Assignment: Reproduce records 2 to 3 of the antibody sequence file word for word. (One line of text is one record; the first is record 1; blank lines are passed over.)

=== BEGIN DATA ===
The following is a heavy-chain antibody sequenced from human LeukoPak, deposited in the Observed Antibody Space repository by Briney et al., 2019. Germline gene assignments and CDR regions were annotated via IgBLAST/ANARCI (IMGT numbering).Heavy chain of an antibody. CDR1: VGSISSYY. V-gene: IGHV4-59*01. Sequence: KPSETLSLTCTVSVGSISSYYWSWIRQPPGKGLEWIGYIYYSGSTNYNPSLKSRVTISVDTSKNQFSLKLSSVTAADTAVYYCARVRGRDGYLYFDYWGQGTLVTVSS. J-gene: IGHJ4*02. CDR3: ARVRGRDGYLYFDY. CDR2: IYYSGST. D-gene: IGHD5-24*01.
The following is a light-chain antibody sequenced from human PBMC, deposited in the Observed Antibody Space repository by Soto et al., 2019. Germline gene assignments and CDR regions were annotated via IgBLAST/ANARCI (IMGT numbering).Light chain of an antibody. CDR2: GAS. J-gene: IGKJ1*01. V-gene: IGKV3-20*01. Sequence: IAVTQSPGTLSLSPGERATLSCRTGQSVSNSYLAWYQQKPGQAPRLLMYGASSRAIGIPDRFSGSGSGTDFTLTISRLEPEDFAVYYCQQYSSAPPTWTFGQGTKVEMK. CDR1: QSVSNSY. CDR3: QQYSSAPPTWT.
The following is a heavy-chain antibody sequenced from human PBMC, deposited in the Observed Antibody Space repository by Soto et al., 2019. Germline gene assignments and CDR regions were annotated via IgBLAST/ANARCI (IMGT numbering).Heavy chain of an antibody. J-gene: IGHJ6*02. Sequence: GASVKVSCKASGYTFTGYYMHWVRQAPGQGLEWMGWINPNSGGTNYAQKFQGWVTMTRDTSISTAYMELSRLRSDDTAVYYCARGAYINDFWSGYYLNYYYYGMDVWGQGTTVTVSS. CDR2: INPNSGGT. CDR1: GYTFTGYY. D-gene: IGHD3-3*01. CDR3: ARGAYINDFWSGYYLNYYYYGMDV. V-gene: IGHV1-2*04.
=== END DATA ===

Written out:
The following is a light-chain antibody sequenced from human PBMC, deposited in the Observed Antibody Space repository by Soto et al., 2019. Germline gene assignments and CDR regions were annotated via IgBLAST/ANARCI (IMGT numbering).Light chain of an antibody. CDR2: GAS. J-gene: IGKJ1*01. V-gene: IGKV3-20*01. Sequence: IAVTQSPGTLSLSPGERATLSCRTGQSVSNSYLAWYQQKPGQAPRLLMYGASSRAIGIPDRFSGSGSGTDFTLTISRLEPEDFAVYYCQQYSSAPPTWTFGQGTKVEMK. CDR1: QSVSNSY. CDR3: QQYSSAPPTWT.
The following is a heavy-chain antibody sequenced from human PBMC, deposited in the Observed Antibody Space repository by Soto et al., 2019. Germline gene assignments and CDR regions were annotated via IgBLAST/ANARCI (IMGT numbering).Heavy chain of an antibody. J-gene: IGHJ6*02. Sequence: GASVKVSCKASGYTFTGYYMHWVRQAPGQGLEWMGWINPNSGGTNYAQKFQGWVTMTRDTSISTAYMELSRLRSDDTAVYYCARGAYINDFWSGYYLNYYYYGMDVWGQGTTVTVSS. CDR2: INPNSGGT. CDR1: GYTFTGYY. D-gene: IGHD3-3*01. CDR3: ARGAYINDFWSGYYLNYYYYGMDV. V-gene: IGHV1-2*04.